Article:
The COVID-19 cri­sis has not only stolen the health and well-being of peo­ple all over the world, but now, it seems, it has opened the door to crim­i­nals who want to steal your mon­ey and your iden­ti­ty. His­tor­i­cal­ly, when there are times of cri­sis, the crime rate increas­es. We see this with nat­ur­al dis­as­ters when stores are loot­ed or when the econ­o­my is tank­ing and theft increas­es.  Now, we are see­ing this sce­nario play out in real time as thieves use the pan­dem­ic and fear to their benefit.


Accord­ing to Forbes, Amer­i­cans have lost more than $106 mil­lion to fraud relat­ed to COVID-19. These loss­es orig­i­nate from all types of scams rang­ing from seek­ing dona­tions for non-exis­tent char­i­ties to price gaug­ing for per­son­al pro­tec­tive equip­ment. Dis­hon­est indi­vid­u­als call vic­tims and imper­son­ate health orga­ni­za­tions with a cure for COVID or prod­ucts that can pre­vent infec­tion if you just give them a cred­it card num­ber. False bank accounts have been opened for the sole pur­pose of deposit­ing unem­ploy­ment ben­e­fit checks for non-exis­tent per­sons.  With crime so ram­pant, how can you tell what’s true and what’s false per­tain­ing to this cri­sis? Here’s some big scams that you can look out for:

  • Phishing/SMishing—Emails or text mes­sages that appear to be from your bank or from an online retail­er ask you to click a link or call a num­ber so that you can ver­i­fy per­son­al information.
  • Work-from-home scams—Pos­ing as a com­pa­ny or even one of your co-work­ers, crim­i­nals email about fake oppor­tu­ni­ties to work from home and ask you to apply for a job by giv­ing out per­son­al information.
  • Med­ical fraud—Fake web­sites are launched with virus test­ing kits or med­ical sup­plies for sale and col­lect cred­it card information.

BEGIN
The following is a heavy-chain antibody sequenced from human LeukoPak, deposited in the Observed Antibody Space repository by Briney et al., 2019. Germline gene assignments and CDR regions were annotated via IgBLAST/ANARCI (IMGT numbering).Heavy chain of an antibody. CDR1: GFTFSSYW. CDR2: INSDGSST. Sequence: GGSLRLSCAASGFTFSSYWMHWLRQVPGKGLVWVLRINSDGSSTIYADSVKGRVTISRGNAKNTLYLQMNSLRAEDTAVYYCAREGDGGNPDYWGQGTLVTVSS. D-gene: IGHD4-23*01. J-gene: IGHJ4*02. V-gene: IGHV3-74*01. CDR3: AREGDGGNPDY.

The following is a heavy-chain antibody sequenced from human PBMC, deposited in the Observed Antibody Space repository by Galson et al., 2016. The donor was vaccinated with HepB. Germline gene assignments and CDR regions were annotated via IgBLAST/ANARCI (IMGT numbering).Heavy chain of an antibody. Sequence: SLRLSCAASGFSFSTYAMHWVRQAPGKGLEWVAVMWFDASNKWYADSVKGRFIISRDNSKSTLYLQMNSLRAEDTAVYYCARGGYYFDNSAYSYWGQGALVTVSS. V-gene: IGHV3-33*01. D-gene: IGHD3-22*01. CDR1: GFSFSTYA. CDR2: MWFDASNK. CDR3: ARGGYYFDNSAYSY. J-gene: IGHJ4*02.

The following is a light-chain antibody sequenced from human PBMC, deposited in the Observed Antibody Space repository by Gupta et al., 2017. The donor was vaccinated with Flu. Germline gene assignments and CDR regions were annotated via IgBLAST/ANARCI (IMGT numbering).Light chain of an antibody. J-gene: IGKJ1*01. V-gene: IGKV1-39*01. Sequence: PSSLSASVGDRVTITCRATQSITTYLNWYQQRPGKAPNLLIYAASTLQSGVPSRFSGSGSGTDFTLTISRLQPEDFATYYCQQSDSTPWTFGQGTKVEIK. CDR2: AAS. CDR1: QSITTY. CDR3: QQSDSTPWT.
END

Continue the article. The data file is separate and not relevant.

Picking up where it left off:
• COVID con­tact trac­ing—In an attempt to steal per­son­al infor­ma­tion such as social secu­ri­ty num­bers, fraud­sters claim to be con­tact trac­ers and have iden­ti­fied you as a pos­si­ble close con­tact of a COVID patient. Now they ask you for your info to ver­i­fy and log your expo­sure to the virus.
  • Vac­cine scheme—Call­ing indi­vid­u­als to sign them up to receive the COVID vac­cine, the imposter asks for your per­son­al information.


  • The num­ber one way to pro­tect your­self from pos­si­ble fraud relat­ed to the COVID-19 cri­sis is to nev­er give out your per­son­al infor­ma­tion in response to an unso­licit­ed email or phone call. If you haven’t called the company/bank/organization direct­ly, and some­one con­tacts you ask­ing for your birth­date, maid­en name, social secu­ri­ty num­ber, etc, don’t give it out. You have the right to decline their request so that you can feel secure in releas­ing your infor­ma­tion. Sim­ply tell the solic­i­tor that you want to call them back and then look on your bill/website/known con­tact infor­ma­tion and call that num­ber to affirm that the per­son who con­tact­ed you is indeed who they say they are.
  • If you sus­pect that your iden­ti­ty has been stolen, con­tact one of the three big cred­it bureaus: Equifax, Exper­ian, or Tran­sUnion. When you con­tact one of these agen­cies, you can request a freeze be put on your cred­it so that scam­mers can­not open any new accounts in your name.
  • “Report finan­cial iden­ti­ty theft fraud attempts to the FBI. The toll-free num­ber is easy to remem­ber: 1–800-CALL-FBI. Or you can go online to” reports Ter­ry Sav­age, Next Avenue pod­cast co-host. Forbes has a great tran­script of a recent episode online with lots of fan­tas­tic tips for pro­tect­ing your­self against fraud and you can access it HERE.

In the midst of this pan­dem­ic cri­sis, the most impor­tant thing to focus on is the health and wel­fare of your­self and those you care most about. You shouldn’t have to waste time and effort chas­ing down scam­mers who have preyed on you when you are the most vul­ner­a­ble. By fol­low­ing these easy (and always applic­a­ble) tips for pro­tect­ing your iden­ti­ty and your finances, you can keep your focus on what real­ly matters.